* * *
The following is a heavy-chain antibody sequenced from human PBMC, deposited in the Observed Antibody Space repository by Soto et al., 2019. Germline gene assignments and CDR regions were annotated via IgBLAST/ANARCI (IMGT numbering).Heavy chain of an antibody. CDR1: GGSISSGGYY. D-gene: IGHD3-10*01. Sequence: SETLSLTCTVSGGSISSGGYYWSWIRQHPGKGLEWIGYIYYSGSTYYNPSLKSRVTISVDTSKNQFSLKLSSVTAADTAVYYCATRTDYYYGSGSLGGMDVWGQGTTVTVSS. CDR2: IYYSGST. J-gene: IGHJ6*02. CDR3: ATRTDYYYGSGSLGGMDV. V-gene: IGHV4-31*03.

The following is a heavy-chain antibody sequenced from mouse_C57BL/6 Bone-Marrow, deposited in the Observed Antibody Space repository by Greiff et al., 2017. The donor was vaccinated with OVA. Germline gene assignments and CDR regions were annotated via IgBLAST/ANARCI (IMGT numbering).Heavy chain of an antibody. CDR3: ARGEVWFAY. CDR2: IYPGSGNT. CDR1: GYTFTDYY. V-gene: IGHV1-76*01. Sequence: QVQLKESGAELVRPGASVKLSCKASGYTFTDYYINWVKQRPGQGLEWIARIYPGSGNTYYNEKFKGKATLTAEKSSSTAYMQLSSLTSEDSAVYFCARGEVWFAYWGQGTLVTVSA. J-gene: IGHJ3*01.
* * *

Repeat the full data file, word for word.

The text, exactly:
The following is a heavy-chain antibody sequenced from human PBMC, deposited in the Observed Antibody Space repository by Soto et al., 2019. Germline gene assignments and CDR regions were annotated via IgBLAST/ANARCI (IMGT numbering).Heavy chain of an antibody. CDR1: GGSISSGGYY. D-gene: IGHD3-10*01. Sequence: SETLSLTCTVSGGSISSGGYYWSWIRQHPGKGLEWIGYIYYSGSTYYNPSLKSRVTISVDTSKNQFSLKLSSVTAADTAVYYCATRTDYYYGSGSLGGMDVWGQGTTVTVSS. CDR2: IYYSGST. J-gene: IGHJ6*02. CDR3: ATRTDYYYGSGSLGGMDV. V-gene: IGHV4-31*03.

The following is a heavy-chain antibody sequenced from mouse_C57BL/6 Bone-Marrow, deposited in the Observed Antibody Space repository by Greiff et al., 2017. The donor was vaccinated with OVA. Germline gene assignments and CDR regions were annotated via IgBLAST/ANARCI (IMGT numbering).Heavy chain of an antibody. CDR3: ARGEVWFAY. CDR2: IYPGSGNT. CDR1: GYTFTDYY. V-gene: IGHV1-76*01. Sequence: QVQLKESGAELVRPGASVKLSCKASGYTFTDYYINWVKQRPGQGLEWIARIYPGSGNTYYNEKFKGKATLTAEKSSSTAYMQLSSLTSEDSAVYFCARGEVWFAYWGQGTLVTVSA. J-gene: IGHJ3*01.